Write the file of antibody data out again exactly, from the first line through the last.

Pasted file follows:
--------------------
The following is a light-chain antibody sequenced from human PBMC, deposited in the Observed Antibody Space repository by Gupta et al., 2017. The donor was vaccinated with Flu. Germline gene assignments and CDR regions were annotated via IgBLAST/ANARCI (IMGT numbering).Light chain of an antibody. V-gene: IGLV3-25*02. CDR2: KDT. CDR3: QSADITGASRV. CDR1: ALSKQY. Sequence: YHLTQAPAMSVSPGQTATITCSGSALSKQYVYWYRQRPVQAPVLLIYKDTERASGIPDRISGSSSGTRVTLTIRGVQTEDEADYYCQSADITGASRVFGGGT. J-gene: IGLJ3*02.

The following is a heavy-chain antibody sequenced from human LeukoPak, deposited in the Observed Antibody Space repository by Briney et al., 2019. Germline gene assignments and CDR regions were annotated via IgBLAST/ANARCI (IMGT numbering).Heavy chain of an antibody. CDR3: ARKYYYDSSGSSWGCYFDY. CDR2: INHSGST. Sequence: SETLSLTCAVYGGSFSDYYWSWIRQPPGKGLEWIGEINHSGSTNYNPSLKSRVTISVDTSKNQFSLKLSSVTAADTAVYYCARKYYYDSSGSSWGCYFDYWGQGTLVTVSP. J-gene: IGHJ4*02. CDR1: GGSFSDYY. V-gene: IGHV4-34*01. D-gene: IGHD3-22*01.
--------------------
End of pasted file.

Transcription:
The following is a light-chain antibody sequenced from human PBMC, deposited in the Observed Antibody Space repository by Gupta et al., 2017. The donor was vaccinated with Flu. Germline gene assignments and CDR regions were annotated via IgBLAST/ANARCI (IMGT numbering).Light chain of an antibody. V-gene: IGLV3-25*02. CDR2: KDT. CDR3: QSADITGASRV. CDR1: ALSKQY. Sequence: YHLTQAPAMSVSPGQTATITCSGSALSKQYVYWYRQRPVQAPVLLIYKDTERASGIPDRISGSSSGTRVTLTIRGVQTEDEADYYCQSADITGASRVFGGGT. J-gene: IGLJ3*02.

The following is a heavy-chain antibody sequenced from human LeukoPak, deposited in the Observed Antibody Space repository by Briney et al., 2019. Germline gene assignments and CDR regions were annotated via IgBLAST/ANARCI (IMGT numbering).Heavy chain of an antibody. CDR3: ARKYYYDSSGSSWGCYFDY. CDR2: INHSGST. Sequence: SETLSLTCAVYGGSFSDYYWSWIRQPPGKGLEWIGEINHSGSTNYNPSLKSRVTISVDTSKNQFSLKLSSVTAADTAVYYCARKYYYDSSGSSWGCYFDYWGQGTLVTVSP. J-gene: IGHJ4*02. CDR1: GGSFSDYY. V-gene: IGHV4-34*01. D-gene: IGHD3-22*01.